Rising Cash-Out Refinancings: Return of the Housing Bubble or Normalcy?
If you were in the business of flipping houses or buying a home and using it as a personal piggy bank each time the equity in the home rose, you were familiar with the strategy of cash-out refinancing. While the numbers today are far from alarming compared to the last decade before the boom and bust, Freddie Mac has released its second quarter refinance analysis showing an uptick in the so-called cash-out refinancing levels.
The good news in the report is that borrowers will continue to save over $1 billion in aggregate interest payments over the coming year. Borrowers also continued to shorten their payment terms and build equity in their homes. Some 40% of those who refinanced shortened their loan term. This was roughly the same as the previous quarter, but it was the highest since 1992.
Here is where you might start to get a bubble watch from some market observers — Freddie Mac said:
In the second quarter, an estimated $7.8 billion in net home equity was cashed out during refinances of conventional prime-credit home mortgages compared to the revised first quarter estimate of $5.0 billion. This remains low compared to historical volumes. The peak in cash-out refinance volume was $84 billion during the second quarter of 2006.
Again, this uptick in cash-out refinancing is being represented as far from alarming. Freddie Mac said that this the annual cash-out volumes during 2010 through 2013 have been the smallest since 1997, if you adjusted inflation. The problem is that 2010 was still very tough times, and it wasn’t until 2013 that the housing boom was peaking, and home values have risen since.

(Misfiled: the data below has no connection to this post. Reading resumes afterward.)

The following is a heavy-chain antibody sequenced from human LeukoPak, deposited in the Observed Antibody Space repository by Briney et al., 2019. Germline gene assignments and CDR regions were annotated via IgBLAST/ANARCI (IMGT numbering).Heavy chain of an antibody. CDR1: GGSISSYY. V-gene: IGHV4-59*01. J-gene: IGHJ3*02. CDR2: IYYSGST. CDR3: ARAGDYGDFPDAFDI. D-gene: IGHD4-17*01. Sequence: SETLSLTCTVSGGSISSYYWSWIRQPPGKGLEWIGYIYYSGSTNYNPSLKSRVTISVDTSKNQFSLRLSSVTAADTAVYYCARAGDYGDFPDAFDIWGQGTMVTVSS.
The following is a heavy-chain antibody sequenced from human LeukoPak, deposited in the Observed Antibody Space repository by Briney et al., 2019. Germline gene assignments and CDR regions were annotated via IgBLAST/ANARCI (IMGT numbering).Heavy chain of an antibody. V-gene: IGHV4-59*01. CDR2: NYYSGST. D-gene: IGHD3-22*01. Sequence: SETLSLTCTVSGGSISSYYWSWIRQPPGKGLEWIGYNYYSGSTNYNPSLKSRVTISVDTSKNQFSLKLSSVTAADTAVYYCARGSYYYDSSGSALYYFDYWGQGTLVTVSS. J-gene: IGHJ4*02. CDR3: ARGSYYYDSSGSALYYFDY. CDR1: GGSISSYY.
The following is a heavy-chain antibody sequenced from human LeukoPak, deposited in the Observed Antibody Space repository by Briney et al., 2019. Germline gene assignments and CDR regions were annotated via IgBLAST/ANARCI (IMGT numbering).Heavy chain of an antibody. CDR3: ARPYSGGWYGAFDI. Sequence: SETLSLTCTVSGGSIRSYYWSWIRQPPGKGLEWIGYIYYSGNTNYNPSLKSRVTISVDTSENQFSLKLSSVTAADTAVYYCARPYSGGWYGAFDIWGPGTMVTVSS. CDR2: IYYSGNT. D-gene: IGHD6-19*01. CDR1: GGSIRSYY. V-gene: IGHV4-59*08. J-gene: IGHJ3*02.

For those who are looking for any evidence of a return of a housing bubble, we would point out that this is far from bubble levels. It may just be a bounce off of a trough. Still, the risk is that all bubbles have to start somewhere — and some may argue that this is just the start of the return to lunacy.
Freddie Mac represented that home equity grew by about $4.1 trillion in aggregate during the two-year period through March 31, 2014. As you would guess, much of that gain was attributable to home value gains. The average rate cut in refinancing was about 1.4 percentage points in the second quarter, so on a $200,000 loan it translates to savings of about $2,800 in interest during the next 12 months. Those who the HARP refinancing option will save an average of $3,200 in total interest payments during the first 12 months.